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GOP Leaders Push House Holdouts to Spending Bill Through Dec. 22

Erik Wasson
Senator Susan Collins, a Republican from Maine, speaks to members of the media in the basement of the U.S. Capitol before a Republican policy meeting luncheon in Washington, D.C., U.S., on Tuesday, Sept. 26, 2017. Senate Republicans gave up on their last-ditch proposal to repeal Obamacare today as opposition in their own ranks ended months of fruitless efforts to gut the Affordable Care Act. Photographer: Andrew Harrer/Bloomberg

House Republicans leaders are moving to quell a rebellion within their ranks over a stopgap spending bill needed to avert a government shutdown on Saturday by attempting to push forward with a two-week measure that expires Dec. 22.

Republicans emerged from a contentious morning meeting Tuesday saying that House Speaker Paul Ryan of Wisconsin and other leaders told them that the Senate is resisting a longer stopgap measure backed by the conservative House Freedom Caucus.

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The Freedom Caucus on Monday night threatened to block progress on President Donald Trump’s tax bill unless the group gets support to extend the spending measure to Dec. 30. Caucus member Jim Jordan, an Ohio Republican, told reporters that doing so would give conservatives more leverage over senators who want to add legislation to the stopgap bill.

Senator Susan Collins, a Maine Republican, has made her tax vote contingent on passage of a bill shoring up Obamacare insurance markets, which Freedom Caucus members see as a bailout of President Barack Obama’s signature achievement.

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Leaders told members they’ll gauge support among Republicans for a Dec. 22 stopgap measure.

"We will go to the Rules Committee today with a bill and that bill will say Dec. 22 on it," Rules Committee Chairman Pete Sessions, a Texas Republican, told reporters. Hal Rogers, a Kentucky Republican and member of the Appropriations Committee, said most House Republicans support a Dec. 22 stopgap.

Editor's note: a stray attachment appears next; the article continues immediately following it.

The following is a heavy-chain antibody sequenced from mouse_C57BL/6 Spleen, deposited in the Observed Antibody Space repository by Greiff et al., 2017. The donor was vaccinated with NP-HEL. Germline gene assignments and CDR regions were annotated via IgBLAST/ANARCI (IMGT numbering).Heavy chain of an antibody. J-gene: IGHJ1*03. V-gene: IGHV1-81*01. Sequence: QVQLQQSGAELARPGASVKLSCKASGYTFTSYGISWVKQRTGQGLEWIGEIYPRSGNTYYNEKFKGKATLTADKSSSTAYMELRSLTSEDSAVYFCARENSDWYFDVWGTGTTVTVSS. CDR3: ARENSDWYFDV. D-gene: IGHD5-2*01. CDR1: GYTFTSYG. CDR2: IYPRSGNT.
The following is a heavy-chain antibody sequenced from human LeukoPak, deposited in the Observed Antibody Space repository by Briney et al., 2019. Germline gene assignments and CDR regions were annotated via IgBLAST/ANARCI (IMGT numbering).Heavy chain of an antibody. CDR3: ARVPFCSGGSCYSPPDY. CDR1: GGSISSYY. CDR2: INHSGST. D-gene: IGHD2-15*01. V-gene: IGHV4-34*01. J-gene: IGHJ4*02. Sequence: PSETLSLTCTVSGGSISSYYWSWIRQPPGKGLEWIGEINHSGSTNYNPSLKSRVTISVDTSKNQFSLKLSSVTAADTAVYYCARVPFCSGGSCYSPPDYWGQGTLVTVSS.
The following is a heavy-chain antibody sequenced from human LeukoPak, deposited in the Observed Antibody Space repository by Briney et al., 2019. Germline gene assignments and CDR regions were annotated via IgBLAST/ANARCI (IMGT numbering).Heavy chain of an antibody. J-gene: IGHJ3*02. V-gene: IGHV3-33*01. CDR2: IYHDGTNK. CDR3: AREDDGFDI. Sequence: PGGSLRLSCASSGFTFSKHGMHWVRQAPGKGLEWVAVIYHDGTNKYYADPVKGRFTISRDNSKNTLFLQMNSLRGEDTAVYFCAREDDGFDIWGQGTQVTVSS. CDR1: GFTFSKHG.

Some conservatives said they’re being strong-armed by leaders.

“They told everybody what our will is,” said Louie Gohmert, a Texas Republican.

The Freedom Caucus rebellion could empower House Democrats to seek concessions on the short-term measure if their votes are needed to pass it. On Monday, Minority Leader Nancy Pelosi of California said she wouldn’t say how she’d vote on the six-page bill without seeing it.

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Freedom Caucus member Dave Brat, a Virginia Republican, told reporters he could vote for a Dec. 22 stopgap if he got assurances of a defense spending increase later.

Behind the scenes, top Democrats and Republicans are preparing for a Thursday negotiating session with Trump over a long-term budget deal. Democrats are seeking more funding for domestic priorities and permanent legal status for undocumented immigrants brought to the U.S. as children.

Conservatives in the Republican Study Committee are trying to influence the talks by presenting a list of $1 trillion in possible spending cuts to pay for military spending increases.

Bradley Byrne, an Alabama Republican, advocates attaching a full defense spending bill to the next stopgap measure that runs into January and daring Senate Democrats to oppose it.

“They could either do that and give a pay raise to our servicemen and women and provide the money we need to take care of these places with hurricanes, or they can shut down the government," he said.

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